Ohayon moved to New York soon after graduation, and in short order scored a gig in high-end commercial real estate. “I was running construction for this Russian oligarch,” recalls Ohayon. “The problem was that I was moving away from design for the first time in my life; I had become a developer. And then I had one of those epiphany moments. One day I woke up and said to myself, ‘What are you doing? You’ve spent your whole life trying to make something and here you are with your suit and tie.’ I was literally talking to myself in the mirror while I was getting dressed for work.” Ohayon quit the next day, and started ICRAVE out of his Upper West Side apartment in 2001, a few months before the attack on the Twin Towers.

Lionel Ohayon in the lobby at iCrave

Lionel Ohayon in the lobby at iCrave with company fish, Gary and Larry, in the background.

iCrave inspiration board

The inspiration board of an iCrave designer.

iCrave office

iCrave’s librarian sifts through new materials for future projects.

iCrave office

Fabric samples are categorized by color.

iCrave office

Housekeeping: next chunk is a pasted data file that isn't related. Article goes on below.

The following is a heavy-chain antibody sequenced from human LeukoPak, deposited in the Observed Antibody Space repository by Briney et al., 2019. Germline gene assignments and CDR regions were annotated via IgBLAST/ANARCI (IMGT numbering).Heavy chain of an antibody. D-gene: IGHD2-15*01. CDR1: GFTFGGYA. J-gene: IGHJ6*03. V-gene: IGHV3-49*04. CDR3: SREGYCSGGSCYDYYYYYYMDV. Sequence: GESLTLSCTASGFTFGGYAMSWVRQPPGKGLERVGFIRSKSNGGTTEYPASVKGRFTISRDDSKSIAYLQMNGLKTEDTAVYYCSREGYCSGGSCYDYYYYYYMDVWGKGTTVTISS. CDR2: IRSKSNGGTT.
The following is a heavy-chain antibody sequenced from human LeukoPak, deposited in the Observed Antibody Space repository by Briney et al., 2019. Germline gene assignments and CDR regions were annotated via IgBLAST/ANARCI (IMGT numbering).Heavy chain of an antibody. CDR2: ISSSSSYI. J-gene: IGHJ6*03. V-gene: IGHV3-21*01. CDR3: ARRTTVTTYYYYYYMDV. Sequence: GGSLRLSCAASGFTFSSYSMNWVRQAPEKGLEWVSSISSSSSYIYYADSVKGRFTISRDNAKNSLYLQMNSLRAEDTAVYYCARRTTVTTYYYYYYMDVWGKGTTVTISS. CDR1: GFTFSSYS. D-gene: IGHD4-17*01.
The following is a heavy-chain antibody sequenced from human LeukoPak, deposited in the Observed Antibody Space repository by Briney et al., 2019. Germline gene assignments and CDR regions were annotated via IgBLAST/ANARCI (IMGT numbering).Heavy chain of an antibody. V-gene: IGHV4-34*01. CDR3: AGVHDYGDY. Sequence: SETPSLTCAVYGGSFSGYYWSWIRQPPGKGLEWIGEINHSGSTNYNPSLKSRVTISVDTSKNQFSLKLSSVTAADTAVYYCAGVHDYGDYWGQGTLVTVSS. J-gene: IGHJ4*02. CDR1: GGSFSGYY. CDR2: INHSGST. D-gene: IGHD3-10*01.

iCrave’s open workspace fosters collaboration between project teams.

iCrave office

The archery target in the entry hosts regular competitions among iCrave designers.

Founding a start-up — let alone a design firm with a focus on creating structures aimed at indulging the bacchanalian excess of big-city nightlife — in a time characterized by the stark and sobering images of Ground Zero would seem like a case of extremely unfortunate timing, but it actually turned out to be quite the opposite. Indulgent escapism became a necessary psycho-emotional medicine for countless New Yorkers in the months and years following 9/11, a demand best served by new places to gather in an area free of past associations. 

After building up their portfolio with a handful of small lounges, Ohayon and his creative team started to go big, beginning with Crobar, a pleasure palace on West 28th Street that helped usher in a new era of high-concept nightclubs not seen in the city since places like Tunnel and Save the Robots waged a pitched battle with mayor Rudy Giuliani and his quality-of-life crusaders. Crobar played to both clubgoers’ voyeuristic impulses as well as their exhibitionism, and was an instant hit, drawing huge crowds and winning a number of design and nightlife awards.